While it's unavoidable that different implementations of a virtual machine will differ in performance by potentially large factors, I don't think it's unreasonable to ask them to be in the same big-O complexity class! So I think you probably want at least addition in the basic operations.
(In some sense, if your fundamental data items are limited in size, then this O(N) slowdown becomes an O(1) slowdown; 255 increments is still only a constant factor larger than a single addition.)
So I think it might be worthwhile to consider RAM machines with some kind of built-in arithmetic.
This also argues against including garbage collection in the basic model, which is necessary for computational models like the λ-calculus, pure Lisp, and Nock. Maybe it's not a strong argument, though.
SUBLEQ is of the family of one-instruction-set computers. It's an assembly instruction that is sufficient to construct arbitrary computations without needing any other instructions.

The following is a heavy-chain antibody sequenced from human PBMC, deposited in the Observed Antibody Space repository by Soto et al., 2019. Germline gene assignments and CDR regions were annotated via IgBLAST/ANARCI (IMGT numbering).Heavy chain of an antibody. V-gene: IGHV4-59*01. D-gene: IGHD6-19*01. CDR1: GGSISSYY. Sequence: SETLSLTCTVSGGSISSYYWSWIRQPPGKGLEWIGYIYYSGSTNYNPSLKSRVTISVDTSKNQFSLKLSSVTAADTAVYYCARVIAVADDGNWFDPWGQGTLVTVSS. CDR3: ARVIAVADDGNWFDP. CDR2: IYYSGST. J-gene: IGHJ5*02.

The SUBLEQ or SBN instruction is "subtract and branch if less than or
equal to zero":
SUBLEQ a, b, c, where all three operands are memory
addresses, subtracts the value at a from the value at b, branching to
c if the result is negative.
This instruction is sufficient for arithmetic, conditional and unconditional jumps, and memory transfer; but it does not, in itself, support indirection of either memory reads, memory writes, or program transfer. So it doesn't give you pointers, arrays, structs, or functions.
There are several ways to get them, though. You can use self-modifying code to modify any of the addresses in an instruction, although not to pass a return address to a subroutine. You can redefine the instruction's addresses to be indirect, or indeed support multiple addressing modes. You can memory-map the program counter.